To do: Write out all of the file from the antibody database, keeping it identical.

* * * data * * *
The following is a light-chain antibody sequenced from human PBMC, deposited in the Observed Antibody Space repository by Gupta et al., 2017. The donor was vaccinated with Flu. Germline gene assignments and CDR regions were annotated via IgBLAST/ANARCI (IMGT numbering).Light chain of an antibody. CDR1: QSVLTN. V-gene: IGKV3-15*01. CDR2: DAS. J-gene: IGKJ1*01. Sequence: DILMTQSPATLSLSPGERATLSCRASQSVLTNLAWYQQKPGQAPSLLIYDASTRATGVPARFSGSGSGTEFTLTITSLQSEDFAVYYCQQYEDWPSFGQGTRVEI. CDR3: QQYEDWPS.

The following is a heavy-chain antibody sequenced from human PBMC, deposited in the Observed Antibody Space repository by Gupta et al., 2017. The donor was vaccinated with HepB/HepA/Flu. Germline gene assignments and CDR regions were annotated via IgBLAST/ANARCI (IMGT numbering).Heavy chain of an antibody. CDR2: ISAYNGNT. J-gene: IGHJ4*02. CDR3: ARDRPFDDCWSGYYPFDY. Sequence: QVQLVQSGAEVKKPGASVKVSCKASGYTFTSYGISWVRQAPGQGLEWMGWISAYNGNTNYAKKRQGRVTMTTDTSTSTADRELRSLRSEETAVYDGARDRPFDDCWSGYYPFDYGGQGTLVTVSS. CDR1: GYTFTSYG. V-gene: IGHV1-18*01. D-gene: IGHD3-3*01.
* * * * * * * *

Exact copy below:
The following is a light-chain antibody sequenced from human PBMC, deposited in the Observed Antibody Space repository by Gupta et al., 2017. The donor was vaccinated with Flu. Germline gene assignments and CDR regions were annotated via IgBLAST/ANARCI (IMGT numbering).Light chain of an antibody. CDR1: QSVLTN. V-gene: IGKV3-15*01. CDR2: DAS. J-gene: IGKJ1*01. Sequence: DILMTQSPATLSLSPGERATLSCRASQSVLTNLAWYQQKPGQAPSLLIYDASTRATGVPARFSGSGSGTEFTLTITSLQSEDFAVYYCQQYEDWPSFGQGTRVEI. CDR3: QQYEDWPS.

The following is a heavy-chain antibody sequenced from human PBMC, deposited in the Observed Antibody Space repository by Gupta et al., 2017. The donor was vaccinated with HepB/HepA/Flu. Germline gene assignments and CDR regions were annotated via IgBLAST/ANARCI (IMGT numbering).Heavy chain of an antibody. CDR2: ISAYNGNT. J-gene: IGHJ4*02. CDR3: ARDRPFDDCWSGYYPFDY. Sequence: QVQLVQSGAEVKKPGASVKVSCKASGYTFTSYGISWVRQAPGQGLEWMGWISAYNGNTNYAKKRQGRVTMTTDTSTSTADRELRSLRSEETAVYDGARDRPFDDCWSGYYPFDYGGQGTLVTVSS. CDR1: GYTFTSYG. V-gene: IGHV1-18*01. D-gene: IGHD3-3*01.